Posted June 13, 2012 by Matt in Bloggers

CaJohns Mongoose

You can probably tell by the picture of the bottle of CaJohn’s Mongoose that it’s quite a bit less than full. Well, that should be taken as a good sign of what I think of it. If CaJohn’s Mongoose weren’t a winner, then I wouldn’t have gone through as much as the bottle as I have. It’s primarily made of Bhut Jolokia and Fatali peppers, with vinegar and spices, and as far as taste goes, has a smoky flavor laced with a hint of fruitiness.

Even though I would consider the Mongoose hot, it doesn’t seem anywhere near the Scoville rating that I’ve heard some places report. I’ve heard everything from 800,000 SHUs to 2-3 million. Personally, I would lean toward the 800,000 SHU assessment because I cannot reconcile its amount of heat being more than a million and half SHUs, tops. I could be wrong, however, and maybe it’s just the batch I got a hold of. Either way, this sauce is good as a topper, but like many others, I think it works best when added to a mix of ingredients.


For instance, I added a tablespoon of the Mongoose to a Buffalo wing recipe I found on the side of a box of Tabasco Buffalo sauce. The recipe is as follows: 2 ½ lbs. wings and/or drumettes (I used a 25.5 oz bag of frozen chicken breast tenders), ½ cup Tabasco brand Buffalo Style Sauce, 1 tbsp. (or more, if you prefer) of CaJohn’s Mongoose, 1/3rd cup butter, melted, and you’re favorite dressing such as chunky blue cheese or ranch. Bake your wings at 425°F for about 1 hour (or follow the directions for a 25-29 oz. bag of frozen chicken tenders). In a large bowl, combine Tabasco Buffalo sauce, Mongoose and melted butter. Toss the cooked wings or tenders in the sauce until completely coated.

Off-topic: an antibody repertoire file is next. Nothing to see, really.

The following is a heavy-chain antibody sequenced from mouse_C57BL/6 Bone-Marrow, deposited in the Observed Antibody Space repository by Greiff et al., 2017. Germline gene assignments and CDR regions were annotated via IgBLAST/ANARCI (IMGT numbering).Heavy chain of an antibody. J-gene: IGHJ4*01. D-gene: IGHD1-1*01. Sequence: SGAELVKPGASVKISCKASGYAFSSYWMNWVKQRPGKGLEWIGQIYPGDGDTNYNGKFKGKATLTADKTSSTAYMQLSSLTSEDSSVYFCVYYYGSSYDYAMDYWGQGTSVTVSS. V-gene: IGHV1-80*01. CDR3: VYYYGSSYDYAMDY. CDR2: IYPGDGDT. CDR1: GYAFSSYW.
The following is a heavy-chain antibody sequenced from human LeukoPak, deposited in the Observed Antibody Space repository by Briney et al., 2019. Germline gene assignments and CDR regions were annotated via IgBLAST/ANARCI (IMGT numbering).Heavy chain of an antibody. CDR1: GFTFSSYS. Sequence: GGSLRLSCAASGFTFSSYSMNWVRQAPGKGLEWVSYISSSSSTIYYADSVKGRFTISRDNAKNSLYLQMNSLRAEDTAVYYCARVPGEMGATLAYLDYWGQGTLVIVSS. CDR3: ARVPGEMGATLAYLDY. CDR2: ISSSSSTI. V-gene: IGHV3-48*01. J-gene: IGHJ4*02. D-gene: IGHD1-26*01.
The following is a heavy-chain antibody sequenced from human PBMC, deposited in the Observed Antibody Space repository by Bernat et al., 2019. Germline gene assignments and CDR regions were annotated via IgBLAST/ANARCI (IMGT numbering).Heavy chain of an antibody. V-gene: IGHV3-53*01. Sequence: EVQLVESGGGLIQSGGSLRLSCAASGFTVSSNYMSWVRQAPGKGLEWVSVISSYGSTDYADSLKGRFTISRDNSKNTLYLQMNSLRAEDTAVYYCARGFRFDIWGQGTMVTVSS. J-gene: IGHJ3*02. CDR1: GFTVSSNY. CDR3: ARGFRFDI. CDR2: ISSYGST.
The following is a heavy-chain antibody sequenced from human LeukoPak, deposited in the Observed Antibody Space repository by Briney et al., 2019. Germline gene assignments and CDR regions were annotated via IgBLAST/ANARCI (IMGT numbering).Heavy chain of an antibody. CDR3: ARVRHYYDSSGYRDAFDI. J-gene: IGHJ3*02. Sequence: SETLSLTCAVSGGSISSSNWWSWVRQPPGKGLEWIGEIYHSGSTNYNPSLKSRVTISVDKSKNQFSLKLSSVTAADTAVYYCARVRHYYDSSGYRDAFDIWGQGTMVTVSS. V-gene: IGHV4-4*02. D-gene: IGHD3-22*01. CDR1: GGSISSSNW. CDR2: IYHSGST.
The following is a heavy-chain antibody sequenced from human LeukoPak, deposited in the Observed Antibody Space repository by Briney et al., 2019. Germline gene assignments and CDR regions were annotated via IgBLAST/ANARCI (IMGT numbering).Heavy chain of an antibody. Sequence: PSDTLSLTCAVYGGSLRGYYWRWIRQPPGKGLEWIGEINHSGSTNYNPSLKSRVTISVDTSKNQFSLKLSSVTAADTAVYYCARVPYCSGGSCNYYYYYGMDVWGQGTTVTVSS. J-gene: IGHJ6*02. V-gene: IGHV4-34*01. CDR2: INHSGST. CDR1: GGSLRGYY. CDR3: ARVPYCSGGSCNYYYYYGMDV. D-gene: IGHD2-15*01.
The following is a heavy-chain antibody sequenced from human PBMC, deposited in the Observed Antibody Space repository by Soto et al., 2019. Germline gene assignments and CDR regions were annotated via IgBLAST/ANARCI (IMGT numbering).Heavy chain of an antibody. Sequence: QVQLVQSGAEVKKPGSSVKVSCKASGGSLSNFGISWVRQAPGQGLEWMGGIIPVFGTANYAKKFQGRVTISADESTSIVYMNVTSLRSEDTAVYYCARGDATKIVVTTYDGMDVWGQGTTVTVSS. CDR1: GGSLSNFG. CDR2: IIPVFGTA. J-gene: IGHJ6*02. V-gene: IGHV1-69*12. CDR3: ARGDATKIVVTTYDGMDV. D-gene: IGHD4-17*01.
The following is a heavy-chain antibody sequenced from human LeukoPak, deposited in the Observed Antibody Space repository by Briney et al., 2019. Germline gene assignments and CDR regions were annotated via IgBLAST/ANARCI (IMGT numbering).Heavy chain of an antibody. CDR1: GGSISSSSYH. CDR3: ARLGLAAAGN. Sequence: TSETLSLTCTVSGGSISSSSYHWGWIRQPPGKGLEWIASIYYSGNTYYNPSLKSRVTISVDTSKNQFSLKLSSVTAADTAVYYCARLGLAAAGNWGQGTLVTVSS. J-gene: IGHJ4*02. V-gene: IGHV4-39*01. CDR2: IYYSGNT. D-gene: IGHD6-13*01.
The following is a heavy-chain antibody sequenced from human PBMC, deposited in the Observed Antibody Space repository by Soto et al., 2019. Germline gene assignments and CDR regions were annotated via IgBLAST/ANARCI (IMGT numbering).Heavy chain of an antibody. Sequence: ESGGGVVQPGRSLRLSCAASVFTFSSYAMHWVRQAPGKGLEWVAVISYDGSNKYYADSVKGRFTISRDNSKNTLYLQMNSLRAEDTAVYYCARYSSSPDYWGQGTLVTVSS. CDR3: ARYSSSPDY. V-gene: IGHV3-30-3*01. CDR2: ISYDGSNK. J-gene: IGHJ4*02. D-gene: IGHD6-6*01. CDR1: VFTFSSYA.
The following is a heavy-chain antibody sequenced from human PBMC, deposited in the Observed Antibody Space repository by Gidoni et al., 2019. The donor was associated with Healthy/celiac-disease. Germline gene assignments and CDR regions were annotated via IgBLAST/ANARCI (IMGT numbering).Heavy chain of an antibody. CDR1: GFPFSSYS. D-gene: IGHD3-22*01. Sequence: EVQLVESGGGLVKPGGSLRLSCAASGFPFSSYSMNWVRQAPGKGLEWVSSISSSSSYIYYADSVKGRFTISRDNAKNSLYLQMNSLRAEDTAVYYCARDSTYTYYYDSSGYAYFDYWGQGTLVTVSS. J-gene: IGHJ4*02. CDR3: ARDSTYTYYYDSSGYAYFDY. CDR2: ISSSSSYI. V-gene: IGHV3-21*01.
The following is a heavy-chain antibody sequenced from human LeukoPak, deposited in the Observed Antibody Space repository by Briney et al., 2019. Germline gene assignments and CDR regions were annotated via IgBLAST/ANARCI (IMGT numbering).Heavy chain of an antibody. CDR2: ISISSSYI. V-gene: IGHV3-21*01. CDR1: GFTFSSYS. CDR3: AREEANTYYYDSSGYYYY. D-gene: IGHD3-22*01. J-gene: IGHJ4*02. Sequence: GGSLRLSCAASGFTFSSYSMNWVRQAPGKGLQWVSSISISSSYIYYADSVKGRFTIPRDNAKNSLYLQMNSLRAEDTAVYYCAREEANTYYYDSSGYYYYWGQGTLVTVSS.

In place of the Mongoose, or in addition if you want your wing glaze hotter, I would suggest sautéing a chopped superhot pepper such as a Ghost pepper or Trinidad Douglah in a tablespoon of olive oil (in place of butter in the recipe), with a clove or two of chopped garlic.(You could even add about a ¼ cup finely chopped onions to the peppers and garlic.) Sauté until the garlic lightly browns, and then add it to the Buffalo mixture (with or without Mongoose). Then coat the cooked wings or tenders by tossing in a bowl with mixture, and you’re done.

Mongoose is a good sauce, yet great as part of an ensemble of ingredients. I could imagine the Mongoose would also shine as an indispensible component in curries, chilis and on burgers.

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